Defiant Milosevic back in the dock
THE HAGUE, Netherlands -- Former Yugoslav President Slobodan Milosevic clashed with U.N. war crimes judges on Wednesday, accusing them of bias, and again accusing NATO of atrocities in Kosovo.
At a procedural hearing a month before his trial for alleged atrocities in Kosovo, Milosevic said the International Criminal Tribunal for the former Yugoslavia (ICTY) had based allegations that he led a campaign in the province purely on British intelligence reports.
Milosevic pointed out that one of those lawyers appointed to assist him was British, and remarked that the trial chamber was also led by a British judge, Richard May.
"I have put forth here with respect to the illegality of this tribunal which was set up by a resolution of the U.N. Security Council, which does not have any jurisdiction to do so," Milosevic said through a translator.
May then turned off Milosevic's microphone, told him he would have his chance to make his case during the trial and closed the hearing.
"This is not the time for speeches," he said, tossing his headphones onto his desk. "We have listened to you patiently."
CNN's Christiane Amanpour said Milosevic's tone was one of "open hostility and defiance."
Milosevic has been charged with five counts of war crimes for the Serb crackdown on Kosovo Albanians in 1998-1999. Prosecutors will open their case February 12 at the start of the Kosovo trial.
He faces a later trial on charges of genocide for alleged crimes in Bosnia and Croatia.
When asked to comment on what he had heard, Milosevic, flanked by two U.N. guards, accused NATO and "Albanian terrorists" of war crimes including killing civilians and bombing maternity wards, hospitals, bridges and railways.
Prosecutor Geoffrey Nice said his team wanted to call 110 witnesses to testify against him, but May said he would allow 90 given "the size and complexity of the case."
May advised Milosevic to reconsider his decision not to appoint legal counsel and offered him a court investigator to help prepare his defence.
Prosecutors also asked the three-judge panel to consider withholding from Milosevic the identities of witnesses, saying he should not have the right to know the names because he refuses to recognise the tribunal's authority.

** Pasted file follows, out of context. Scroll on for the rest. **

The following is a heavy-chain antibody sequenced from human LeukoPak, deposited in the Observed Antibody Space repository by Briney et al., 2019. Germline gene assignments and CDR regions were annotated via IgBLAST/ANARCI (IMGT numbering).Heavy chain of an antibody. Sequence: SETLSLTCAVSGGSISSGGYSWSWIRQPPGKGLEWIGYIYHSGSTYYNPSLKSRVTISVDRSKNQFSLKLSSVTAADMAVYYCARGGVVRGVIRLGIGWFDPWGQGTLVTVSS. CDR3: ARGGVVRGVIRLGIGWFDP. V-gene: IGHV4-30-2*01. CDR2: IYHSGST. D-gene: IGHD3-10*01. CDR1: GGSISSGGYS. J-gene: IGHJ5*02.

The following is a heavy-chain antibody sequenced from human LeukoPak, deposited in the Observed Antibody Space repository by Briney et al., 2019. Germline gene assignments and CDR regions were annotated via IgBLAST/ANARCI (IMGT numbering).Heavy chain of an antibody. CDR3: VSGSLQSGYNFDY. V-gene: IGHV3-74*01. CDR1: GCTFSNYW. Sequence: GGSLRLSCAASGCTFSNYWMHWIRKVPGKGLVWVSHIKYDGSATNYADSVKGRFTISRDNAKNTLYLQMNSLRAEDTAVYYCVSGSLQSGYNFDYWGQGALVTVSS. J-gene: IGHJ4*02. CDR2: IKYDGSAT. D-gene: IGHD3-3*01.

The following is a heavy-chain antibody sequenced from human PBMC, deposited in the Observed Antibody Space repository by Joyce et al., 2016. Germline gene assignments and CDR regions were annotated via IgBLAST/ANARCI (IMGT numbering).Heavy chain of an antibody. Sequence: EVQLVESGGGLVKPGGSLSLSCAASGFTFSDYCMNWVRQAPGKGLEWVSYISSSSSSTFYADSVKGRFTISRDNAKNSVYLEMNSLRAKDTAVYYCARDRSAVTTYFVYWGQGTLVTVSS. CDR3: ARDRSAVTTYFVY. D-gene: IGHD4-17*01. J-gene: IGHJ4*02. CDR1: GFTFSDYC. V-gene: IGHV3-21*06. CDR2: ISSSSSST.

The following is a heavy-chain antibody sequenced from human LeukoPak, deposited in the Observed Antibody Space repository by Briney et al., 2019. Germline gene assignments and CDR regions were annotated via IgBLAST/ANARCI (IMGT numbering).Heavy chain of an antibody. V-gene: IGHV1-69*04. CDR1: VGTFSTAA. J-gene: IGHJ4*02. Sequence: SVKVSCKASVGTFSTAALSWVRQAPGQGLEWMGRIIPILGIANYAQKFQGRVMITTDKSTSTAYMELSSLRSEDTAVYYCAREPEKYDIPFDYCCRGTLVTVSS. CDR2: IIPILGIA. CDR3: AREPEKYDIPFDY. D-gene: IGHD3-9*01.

Judge Patrick Robinson described Nice's request as "wholly inappropriate" and said it would jeopardise preparation of Milosevic's case.
"We have to make sure he gets a fair trial -- that is our fundamental obligation," Robinson said.
Outside the courtroom, lawyers working with Milosevic said the defendant had intended to announce his witness list while at the hearing, and that he intended to call leaders of the NATO pact during the Kosovo conflict.
Former U.S. President Bill Clinton, former U.S. Secretary of State Madeleine Albright, and British Foreign Secretary Robin Cook were among those Milosevic had intended to call to testify.
Milosevic, 60, has said he will represent himself in court and has refused to enter pleas. The court has entered pleas of innocent on his behalf to all counts.
Milosevic, accused of responsibility for a Serb campaign of mass killings and expulsions of ethnic Kosovo Albanians, is to face a separate trial on charges of crimes against humanity and genocide in Croatia in 1991 and in Bosnia in 1992-1995.
This trial is due to immediately follow the first trial regarding Kosovo. But there is still a chance all the charges will be heard at one joint trial.
U.N. war crimes prosecutors have applied for leave to appeal against the decision to have separate trials. The next move is for an appeal chamber to decide on this application.
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